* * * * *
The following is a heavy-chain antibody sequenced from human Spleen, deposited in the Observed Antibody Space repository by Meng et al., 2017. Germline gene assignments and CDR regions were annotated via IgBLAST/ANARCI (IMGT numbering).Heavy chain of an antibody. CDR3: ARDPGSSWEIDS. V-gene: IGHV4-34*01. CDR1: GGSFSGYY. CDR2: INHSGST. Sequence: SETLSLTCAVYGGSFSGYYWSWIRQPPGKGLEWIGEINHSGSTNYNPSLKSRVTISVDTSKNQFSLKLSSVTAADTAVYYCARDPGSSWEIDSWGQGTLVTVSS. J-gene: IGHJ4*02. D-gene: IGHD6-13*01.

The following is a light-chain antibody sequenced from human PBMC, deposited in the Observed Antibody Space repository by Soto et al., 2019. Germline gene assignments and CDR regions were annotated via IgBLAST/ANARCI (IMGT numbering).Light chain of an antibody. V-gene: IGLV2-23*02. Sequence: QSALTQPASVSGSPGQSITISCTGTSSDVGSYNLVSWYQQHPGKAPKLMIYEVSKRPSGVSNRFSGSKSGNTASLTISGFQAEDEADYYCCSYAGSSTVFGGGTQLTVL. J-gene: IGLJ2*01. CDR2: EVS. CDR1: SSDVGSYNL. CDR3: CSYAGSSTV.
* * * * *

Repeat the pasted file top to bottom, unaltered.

The following is a heavy-chain antibody sequenced from human Spleen, deposited in the Observed Antibody Space repository by Meng et al., 2017. Germline gene assignments and CDR regions were annotated via IgBLAST/ANARCI (IMGT numbering).Heavy chain of an antibody. CDR3: ARDPGSSWEIDS. V-gene: IGHV4-34*01. CDR1: GGSFSGYY. CDR2: INHSGST. Sequence: SETLSLTCAVYGGSFSGYYWSWIRQPPGKGLEWIGEINHSGSTNYNPSLKSRVTISVDTSKNQFSLKLSSVTAADTAVYYCARDPGSSWEIDSWGQGTLVTVSS. J-gene: IGHJ4*02. D-gene: IGHD6-13*01.

The following is a light-chain antibody sequenced from human PBMC, deposited in the Observed Antibody Space repository by Soto et al., 2019. Germline gene assignments and CDR regions were annotated via IgBLAST/ANARCI (IMGT numbering).Light chain of an antibody. V-gene: IGLV2-23*02. Sequence: QSALTQPASVSGSPGQSITISCTGTSSDVGSYNLVSWYQQHPGKAPKLMIYEVSKRPSGVSNRFSGSKSGNTASLTISGFQAEDEADYYCCSYAGSSTVFGGGTQLTVL. J-gene: IGLJ2*01. CDR2: EVS. CDR1: SSDVGSYNL. CDR3: CSYAGSSTV.